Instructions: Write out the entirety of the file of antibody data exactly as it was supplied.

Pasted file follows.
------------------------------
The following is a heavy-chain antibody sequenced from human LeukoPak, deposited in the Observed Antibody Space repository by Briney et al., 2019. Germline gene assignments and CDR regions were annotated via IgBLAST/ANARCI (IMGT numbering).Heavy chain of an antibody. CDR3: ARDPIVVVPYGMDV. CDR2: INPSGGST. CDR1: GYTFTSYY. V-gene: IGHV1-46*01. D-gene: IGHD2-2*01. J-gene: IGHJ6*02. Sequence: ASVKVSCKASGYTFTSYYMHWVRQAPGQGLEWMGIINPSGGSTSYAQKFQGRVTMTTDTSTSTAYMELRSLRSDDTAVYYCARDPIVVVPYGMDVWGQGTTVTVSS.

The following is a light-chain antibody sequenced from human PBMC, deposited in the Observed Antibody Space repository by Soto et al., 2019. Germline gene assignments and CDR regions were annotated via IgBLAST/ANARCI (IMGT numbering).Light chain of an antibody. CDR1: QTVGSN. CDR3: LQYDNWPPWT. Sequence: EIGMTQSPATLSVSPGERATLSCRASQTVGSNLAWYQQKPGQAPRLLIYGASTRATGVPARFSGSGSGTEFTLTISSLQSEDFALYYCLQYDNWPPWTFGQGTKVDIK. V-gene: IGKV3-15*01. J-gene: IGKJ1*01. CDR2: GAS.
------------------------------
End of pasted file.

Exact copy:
The following is a heavy-chain antibody sequenced from human LeukoPak, deposited in the Observed Antibody Space repository by Briney et al., 2019. Germline gene assignments and CDR regions were annotated via IgBLAST/ANARCI (IMGT numbering).Heavy chain of an antibody. CDR3: ARDPIVVVPYGMDV. CDR2: INPSGGST. CDR1: GYTFTSYY. V-gene: IGHV1-46*01. D-gene: IGHD2-2*01. J-gene: IGHJ6*02. Sequence: ASVKVSCKASGYTFTSYYMHWVRQAPGQGLEWMGIINPSGGSTSYAQKFQGRVTMTTDTSTSTAYMELRSLRSDDTAVYYCARDPIVVVPYGMDVWGQGTTVTVSS.

The following is a light-chain antibody sequenced from human PBMC, deposited in the Observed Antibody Space repository by Soto et al., 2019. Germline gene assignments and CDR regions were annotated via IgBLAST/ANARCI (IMGT numbering).Light chain of an antibody. CDR1: QTVGSN. CDR3: LQYDNWPPWT. Sequence: EIGMTQSPATLSVSPGERATLSCRASQTVGSNLAWYQQKPGQAPRLLIYGASTRATGVPARFSGSGSGTEFTLTISSLQSEDFALYYCLQYDNWPPWTFGQGTKVDIK. V-gene: IGKV3-15*01. J-gene: IGKJ1*01. CDR2: GAS.